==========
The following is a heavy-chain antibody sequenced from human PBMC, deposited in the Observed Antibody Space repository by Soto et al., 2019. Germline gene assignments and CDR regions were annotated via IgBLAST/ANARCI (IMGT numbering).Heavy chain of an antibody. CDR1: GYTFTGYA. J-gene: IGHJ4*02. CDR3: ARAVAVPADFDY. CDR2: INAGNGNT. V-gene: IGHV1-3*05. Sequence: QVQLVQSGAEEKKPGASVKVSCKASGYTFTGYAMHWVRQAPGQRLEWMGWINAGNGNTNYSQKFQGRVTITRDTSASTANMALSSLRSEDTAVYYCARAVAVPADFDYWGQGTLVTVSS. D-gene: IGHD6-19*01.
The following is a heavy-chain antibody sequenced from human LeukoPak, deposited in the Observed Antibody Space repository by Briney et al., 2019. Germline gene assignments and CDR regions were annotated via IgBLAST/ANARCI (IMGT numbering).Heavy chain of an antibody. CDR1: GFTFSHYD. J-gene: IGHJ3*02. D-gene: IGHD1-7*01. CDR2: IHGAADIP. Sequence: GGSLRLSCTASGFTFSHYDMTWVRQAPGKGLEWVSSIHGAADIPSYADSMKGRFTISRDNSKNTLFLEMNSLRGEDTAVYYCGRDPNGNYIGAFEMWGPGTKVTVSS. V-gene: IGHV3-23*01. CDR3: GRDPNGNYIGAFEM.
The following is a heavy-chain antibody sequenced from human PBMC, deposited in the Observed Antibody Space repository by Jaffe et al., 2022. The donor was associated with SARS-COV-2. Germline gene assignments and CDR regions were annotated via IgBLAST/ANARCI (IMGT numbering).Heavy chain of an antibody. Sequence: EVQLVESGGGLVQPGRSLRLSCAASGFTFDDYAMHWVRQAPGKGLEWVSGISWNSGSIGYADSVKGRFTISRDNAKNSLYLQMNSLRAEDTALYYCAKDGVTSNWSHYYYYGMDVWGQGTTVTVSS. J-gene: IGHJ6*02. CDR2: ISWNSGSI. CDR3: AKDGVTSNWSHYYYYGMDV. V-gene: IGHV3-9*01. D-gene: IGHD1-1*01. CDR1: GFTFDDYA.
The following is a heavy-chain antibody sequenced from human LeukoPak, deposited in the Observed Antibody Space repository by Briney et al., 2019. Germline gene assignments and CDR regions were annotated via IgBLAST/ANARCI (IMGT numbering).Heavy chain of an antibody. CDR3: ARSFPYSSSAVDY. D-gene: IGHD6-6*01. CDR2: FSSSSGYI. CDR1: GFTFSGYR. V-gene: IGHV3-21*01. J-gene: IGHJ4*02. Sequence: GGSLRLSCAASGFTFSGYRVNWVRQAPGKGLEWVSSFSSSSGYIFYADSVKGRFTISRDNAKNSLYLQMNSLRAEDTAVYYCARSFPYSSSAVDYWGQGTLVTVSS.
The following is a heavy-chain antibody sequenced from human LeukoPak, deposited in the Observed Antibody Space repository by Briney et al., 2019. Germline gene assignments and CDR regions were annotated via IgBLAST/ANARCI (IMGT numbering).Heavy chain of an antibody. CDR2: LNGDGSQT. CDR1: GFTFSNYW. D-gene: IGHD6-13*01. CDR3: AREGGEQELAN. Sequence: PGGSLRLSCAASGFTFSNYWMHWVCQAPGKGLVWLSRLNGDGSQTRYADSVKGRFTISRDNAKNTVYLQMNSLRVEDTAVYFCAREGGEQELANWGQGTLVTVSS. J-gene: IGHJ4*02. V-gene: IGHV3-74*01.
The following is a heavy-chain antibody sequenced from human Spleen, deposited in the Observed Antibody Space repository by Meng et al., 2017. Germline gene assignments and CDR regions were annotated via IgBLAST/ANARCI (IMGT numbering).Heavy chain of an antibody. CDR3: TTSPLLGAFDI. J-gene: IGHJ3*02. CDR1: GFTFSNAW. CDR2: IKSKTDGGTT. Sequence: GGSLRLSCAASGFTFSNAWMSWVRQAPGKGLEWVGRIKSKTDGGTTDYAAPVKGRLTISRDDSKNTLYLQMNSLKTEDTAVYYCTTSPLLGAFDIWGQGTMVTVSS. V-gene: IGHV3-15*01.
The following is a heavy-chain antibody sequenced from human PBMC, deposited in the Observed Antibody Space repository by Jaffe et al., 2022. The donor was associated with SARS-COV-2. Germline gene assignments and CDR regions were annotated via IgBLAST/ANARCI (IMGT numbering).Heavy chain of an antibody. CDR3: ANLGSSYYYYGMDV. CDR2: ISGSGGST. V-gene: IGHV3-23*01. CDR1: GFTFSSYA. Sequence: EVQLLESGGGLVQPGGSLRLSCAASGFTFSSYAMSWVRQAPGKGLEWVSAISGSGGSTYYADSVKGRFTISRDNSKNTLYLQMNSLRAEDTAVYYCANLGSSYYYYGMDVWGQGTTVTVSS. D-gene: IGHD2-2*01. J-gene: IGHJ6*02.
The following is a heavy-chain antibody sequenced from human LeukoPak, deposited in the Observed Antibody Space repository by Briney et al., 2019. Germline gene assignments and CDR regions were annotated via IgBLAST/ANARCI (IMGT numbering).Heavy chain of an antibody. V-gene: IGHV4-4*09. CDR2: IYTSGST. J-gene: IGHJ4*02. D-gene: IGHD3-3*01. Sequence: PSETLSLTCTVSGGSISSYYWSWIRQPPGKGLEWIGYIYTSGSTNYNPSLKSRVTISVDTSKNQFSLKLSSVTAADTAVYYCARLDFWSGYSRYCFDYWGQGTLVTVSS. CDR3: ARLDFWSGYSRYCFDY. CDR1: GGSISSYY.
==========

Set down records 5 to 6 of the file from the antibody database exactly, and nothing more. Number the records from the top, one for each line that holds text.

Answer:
The following is a heavy-chain antibody sequenced from human LeukoPak, deposited in the Observed Antibody Space repository by Briney et al., 2019. Germline gene assignments and CDR regions were annotated via IgBLAST/ANARCI (IMGT numbering).Heavy chain of an antibody. CDR2: LNGDGSQT. CDR1: GFTFSNYW. D-gene: IGHD6-13*01. CDR3: AREGGEQELAN. Sequence: PGGSLRLSCAASGFTFSNYWMHWVCQAPGKGLVWLSRLNGDGSQTRYADSVKGRFTISRDNAKNTVYLQMNSLRVEDTAVYFCAREGGEQELANWGQGTLVTVSS. J-gene: IGHJ4*02. V-gene: IGHV3-74*01.
The following is a heavy-chain antibody sequenced from human Spleen, deposited in the Observed Antibody Space repository by Meng et al., 2017. Germline gene assignments and CDR regions were annotated via IgBLAST/ANARCI (IMGT numbering).Heavy chain of an antibody. CDR3: TTSPLLGAFDI. J-gene: IGHJ3*02. CDR1: GFTFSNAW. CDR2: IKSKTDGGTT. Sequence: GGSLRLSCAASGFTFSNAWMSWVRQAPGKGLEWVGRIKSKTDGGTTDYAAPVKGRLTISRDDSKNTLYLQMNSLKTEDTAVYYCTTSPLLGAFDIWGQGTMVTVSS. V-gene: IGHV3-15*01.